This week's commentary by TravelPage.com's European Cruise Editor, Malcolm Oliver reflects on the announcement that Cunard's Queen Elizabeth 2 would be leaving the fleet and had been sold to new owners in Dubai.
QE2 - Living on Borrowed Time
Cruise News 19th June: "Cunard Line today announced the sale of QE2 to Dubai World, in a US$100 million deal which will turn the ocean liner into a tourism destination at The Palm Jumeirah in Dubai.
QE2 will be delivered to Dubai World in November 2008, where she will cease her role as an ocean-going passenger vessel and be refurbished and adapted for her new home. From 2009, the vessel will be berthed at a specially-constructed pier to create a luxury floating hotel, retail and entertainment destination at The Palm Jumeirah, the world's largest man-made island".
Personally I was not surprised about to read the announcement that Cunard's QE2 was going to be retiring next year. Some Cunard fans however were under the delusion that Queen Elizabeth 2 could cruise forever. The reality of course is that she has been living on borrowed time since she was withdrawn from the scheduled transatlantic crossings and Queen Mary 2 became the Cunard flagship.
While it may be technically feasible to keep a ship in service indefinitely, I suspect that QE2 must have reached the critical-point where her maintenance costs were increasingly eroding her profits. The cost of the compliance with future SOLAS (Safety of Lives at Sea) regulations also likely helped to put a final nail in the coffin.
QE2 was launched by Her Majesty Queen Elizabeth II in September 1967, 40 years ago this year. She is the longest-serving ship in Cunard's 168-year history, and was the line's longest-serving flagship. Since she entered service in 1969, she has undertaken 25 world cruises, has crossed the Atlantic more than 800 times and has carried more than 2.5 million passengers. In 1982 she served in the Falklands War as a troop ship. How much more service could we realistically expect from her?
Let's not forget that when QE2 entered service, cruising was still in its infancy. Ships were still considered to be a viable means of intercontinental transport (by the shipping lines at least) although jet aircraft had already become the dominant means of travel. As a result, event though QE2 was intended to be a replacement for Queen Elizabeth, she was designed to be smaller and operate in the dual role of cruise ship and transatlantic liner. However as the business of cruising has changed over the past 40 years so too have the passengers and their expectations.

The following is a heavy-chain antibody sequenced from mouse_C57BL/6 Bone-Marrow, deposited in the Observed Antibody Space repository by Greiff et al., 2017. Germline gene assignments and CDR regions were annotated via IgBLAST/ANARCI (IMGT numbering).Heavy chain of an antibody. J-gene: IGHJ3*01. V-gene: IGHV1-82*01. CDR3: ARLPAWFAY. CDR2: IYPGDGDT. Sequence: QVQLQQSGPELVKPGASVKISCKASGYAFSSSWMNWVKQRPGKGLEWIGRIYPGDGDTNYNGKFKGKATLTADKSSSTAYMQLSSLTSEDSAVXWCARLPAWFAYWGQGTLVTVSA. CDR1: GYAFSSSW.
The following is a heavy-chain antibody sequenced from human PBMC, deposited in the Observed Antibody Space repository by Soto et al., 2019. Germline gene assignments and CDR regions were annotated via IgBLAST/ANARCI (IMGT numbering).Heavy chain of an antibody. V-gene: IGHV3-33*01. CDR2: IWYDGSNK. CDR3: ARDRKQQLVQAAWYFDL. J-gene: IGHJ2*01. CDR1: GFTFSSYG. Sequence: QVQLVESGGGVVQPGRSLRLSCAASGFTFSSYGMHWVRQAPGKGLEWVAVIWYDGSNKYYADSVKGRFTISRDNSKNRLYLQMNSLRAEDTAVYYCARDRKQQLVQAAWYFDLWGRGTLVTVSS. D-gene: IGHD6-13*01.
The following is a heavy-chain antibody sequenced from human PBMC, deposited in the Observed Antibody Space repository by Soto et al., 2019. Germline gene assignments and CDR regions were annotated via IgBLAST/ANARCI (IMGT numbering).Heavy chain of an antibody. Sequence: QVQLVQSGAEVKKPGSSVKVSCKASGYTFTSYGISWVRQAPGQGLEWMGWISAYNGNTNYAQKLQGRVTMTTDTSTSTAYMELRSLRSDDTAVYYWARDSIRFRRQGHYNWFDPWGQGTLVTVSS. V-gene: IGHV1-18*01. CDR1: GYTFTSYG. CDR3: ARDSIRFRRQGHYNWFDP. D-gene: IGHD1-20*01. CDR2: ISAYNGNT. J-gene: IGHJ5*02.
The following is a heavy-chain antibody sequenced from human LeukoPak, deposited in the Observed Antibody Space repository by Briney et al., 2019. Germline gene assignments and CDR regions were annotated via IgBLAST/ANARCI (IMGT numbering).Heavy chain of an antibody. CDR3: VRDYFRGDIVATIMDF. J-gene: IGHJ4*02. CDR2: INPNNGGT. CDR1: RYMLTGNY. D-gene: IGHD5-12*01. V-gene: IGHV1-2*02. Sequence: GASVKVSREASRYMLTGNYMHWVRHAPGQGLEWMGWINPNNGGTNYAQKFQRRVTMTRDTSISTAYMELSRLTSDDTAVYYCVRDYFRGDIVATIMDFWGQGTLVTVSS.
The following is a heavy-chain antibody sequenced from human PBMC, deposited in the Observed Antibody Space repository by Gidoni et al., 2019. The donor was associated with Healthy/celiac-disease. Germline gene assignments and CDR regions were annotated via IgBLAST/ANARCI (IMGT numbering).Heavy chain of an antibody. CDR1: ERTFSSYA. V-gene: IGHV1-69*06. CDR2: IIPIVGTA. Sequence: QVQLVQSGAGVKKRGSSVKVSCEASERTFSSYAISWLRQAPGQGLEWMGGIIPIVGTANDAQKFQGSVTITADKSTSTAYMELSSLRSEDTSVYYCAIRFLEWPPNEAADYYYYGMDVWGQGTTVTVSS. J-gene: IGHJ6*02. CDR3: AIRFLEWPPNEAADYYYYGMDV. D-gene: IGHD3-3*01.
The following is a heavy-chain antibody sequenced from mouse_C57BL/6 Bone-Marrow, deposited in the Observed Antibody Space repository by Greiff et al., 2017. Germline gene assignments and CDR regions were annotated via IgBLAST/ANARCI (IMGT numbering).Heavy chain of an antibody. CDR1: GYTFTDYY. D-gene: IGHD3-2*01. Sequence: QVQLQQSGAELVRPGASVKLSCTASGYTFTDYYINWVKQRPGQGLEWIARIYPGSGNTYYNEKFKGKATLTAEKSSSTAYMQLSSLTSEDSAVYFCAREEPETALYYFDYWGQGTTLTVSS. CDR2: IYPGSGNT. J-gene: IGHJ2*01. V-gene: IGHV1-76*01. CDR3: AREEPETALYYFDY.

QE2 was a 'ship of state' and still is a global icon. Apart from Noah's Ark and Titanic she is surely is the most famous passenger ship in the world. Cunard and QE2 have such a loyal following in some circles that to say anything negative about them is to put one's head above the parapet.
If you have never been on board QE2 you might well expect her to be the ultimate floating palace with the finest food, service and accommodation afloat. The reality is a bit different and since the beginning there have always been those passengers that felt a little disappointed after sailing on her. They sometimes feel that the 'legend' was greater than the 'reality'.
Without a doubt QE2 is still in very good condition. After all she has probably undergone more expensive refits than any other ship afloat. Her public rooms have often been remodelled and endured numerous name changes. The funnel has grown in size, shape and along with the hull has undergone dramatic colour changes over time.
Unfortunately, despite all of the upgrades and refurbishment, she still lacks many of the features that are now regarded as standard on modern ships. In her lower grades some of the staterooms are very oddly shaped and many still include bunk-beds. The lowest grade stateroom on any modern ship is larger and more comfortable than the cheapest on board QE2. She also does not have the many balcony staterooms which are now commonplace on many newer
vessels and extremely popular. In addition QE2's biggest suites have been surpassed in size and facilities on many newer ships. Neither can her show lounge compete with today's
multi-deck theatres that we have become accustomed to.